I've heard it said that one of the paradoxes of the Christian church is that the larger and more successful it becomes, the more it loses its true power. The more influence Christians gain in the world around them, the more they seek to wield their newfound power at the expense of the self-sacrificial love that first drew them to the faith.
It seems odd to suggest that the church might be losing its power; after all, the evangelical church is arguably more influential than ever, at least in the United States. But with that political power has come a reputation for nastiness and self-righteousness that has soured many people on Christianity and on organized religion in general. Most of the evangelical church's growth in recent years has come at the expense of mainline Christian denominations, however; those leaving the church altogether in most recent years outnumber the new converts coming in.
It's a cycle that's been paralleled more than once in church history. At the beginning the church was a tight-knit community, a tiny outgrowth of Judaism that might well have stayed small and eventually died out. It had the power to transform lives, however; those on the outside saw the love that these Christians had for one another and for others, and the church's message quickly began to spread across the Roman Empire.
With the introduction of Gentiles into the faith, the church's leaders faced a dilemma. They opted not to place these new converts under the burdensome requirements of the Jewish law, but felt that some standards were necessary lest the term 'Christian' cease to have any meaningful definition. Those standards started out simply enough; a few general admonitions accompanied by a short list of specific commands was all that anyone needed. Believers were united by their faith in Christ and their commitment to loving God and each other.
Over time, though, that list gradually grew longer as subsequent generations felt it necessary to require conformity of belief and behavior on the church's diverse membership. Soon church councils were being formed to agree on basic doctrines, with those deemed heretics expelled from Christendom entirely. The church as a whole continued to prosper, as it was still largely demonstrating love of a sort seldom seen elsewhere in the world, but doctrinal and personal purity were gradually replacing compassion as the church's primary distinction.
As the church expanded further, it eventually became a political power with influence over laws and other matters of public policy. Long gone was the humility that early Christians had demonstrated in all of their dealings; believers now knew what was best for everybody, and they had the power to force others to accede to their convictions. The Bible was now a rulebook, its narratives, poems, parables and conversations reduced to a patchwork quilt of detailed instructions for regulating every aspect of life.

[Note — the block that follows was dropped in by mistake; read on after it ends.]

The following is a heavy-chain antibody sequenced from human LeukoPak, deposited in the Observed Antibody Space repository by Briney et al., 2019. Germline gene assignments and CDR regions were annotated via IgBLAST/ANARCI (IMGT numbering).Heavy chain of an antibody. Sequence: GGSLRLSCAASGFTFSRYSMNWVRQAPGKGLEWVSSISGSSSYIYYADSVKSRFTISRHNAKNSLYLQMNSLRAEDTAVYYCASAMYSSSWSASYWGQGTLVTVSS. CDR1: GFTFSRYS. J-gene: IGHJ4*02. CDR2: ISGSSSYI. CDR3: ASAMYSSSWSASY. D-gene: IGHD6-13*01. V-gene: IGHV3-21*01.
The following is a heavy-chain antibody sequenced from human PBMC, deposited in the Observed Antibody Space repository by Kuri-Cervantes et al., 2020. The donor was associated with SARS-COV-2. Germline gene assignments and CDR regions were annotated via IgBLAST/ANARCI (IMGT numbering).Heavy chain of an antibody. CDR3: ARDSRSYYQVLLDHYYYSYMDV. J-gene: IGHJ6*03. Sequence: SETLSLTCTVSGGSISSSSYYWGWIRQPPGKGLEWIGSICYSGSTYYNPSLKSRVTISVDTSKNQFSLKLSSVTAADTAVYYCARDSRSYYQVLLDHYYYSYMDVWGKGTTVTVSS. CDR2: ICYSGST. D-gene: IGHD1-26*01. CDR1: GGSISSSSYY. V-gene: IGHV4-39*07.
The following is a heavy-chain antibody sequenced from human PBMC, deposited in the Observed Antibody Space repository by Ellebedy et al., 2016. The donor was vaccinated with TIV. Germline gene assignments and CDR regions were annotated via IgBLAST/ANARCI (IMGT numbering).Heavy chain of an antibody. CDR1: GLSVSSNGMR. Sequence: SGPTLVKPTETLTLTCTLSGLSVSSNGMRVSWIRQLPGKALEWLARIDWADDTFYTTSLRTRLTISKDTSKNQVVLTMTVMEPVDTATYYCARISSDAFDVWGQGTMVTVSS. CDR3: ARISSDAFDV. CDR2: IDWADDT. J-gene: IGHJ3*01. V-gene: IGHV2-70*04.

The Holy Spirit was no longer seen as sufficient to the task of guiding individual believers or bringing the wayward to faith; failure to conform to the church's ever-lengthening list of doctrines and rules was viewed as evidence that an individual was rebelling against the Spirit and in need of disciplining. Soon heretics and pagans were being executed and those that violated "God's moral law" were subject to punishment by civil authorities.
Although some individuals remained committed to the path of self-sacrificial love, their quiet example was largely drowned out by the din of those whose concept of love had taken the form of a stern parent tasked with scolding and disciplining her wayward children. The church's reputation became every bit as ugly as that of the heathen rulers it had supplanted - worse, even, since its depredations were carried out in the name of a supposedly loving God.
Over time the church's influence gradually waned, but not before events like the Crusades, the Inquisition and any number of witch hunts became permanently ingrained in the public consciousness as examples of the dangers of organized religion in general and of Christianity in particular.
That's an oversimplified summary of church history, but hopefully it serves to clarify the correlation that some have observed - namely, that the church can only increase its political authority at the expense of its spiritual power. Coercive power is a corrupting force, and even the purest of heart can't wield it for long and come away untainted.
A growing number of evangelicals are starting to recognize just how badly the religious right's various crusades have blackened their reputation over the last 20-30 years and are beginning to back away from political activism as a result. Whether they'll also take a step back from the legalism that creates such a strong temptation to strive for political power remains to be seen.
"It's a relationship, not a religion" is a popular catchphrase among evangelicals. It's also a slogan that rings hollow when that "relationship" turns out to be defined primarily by the substitution of one set of rules for another. As long as conformity is a requirement for inclusion, it is indeed a religion and not a relationship.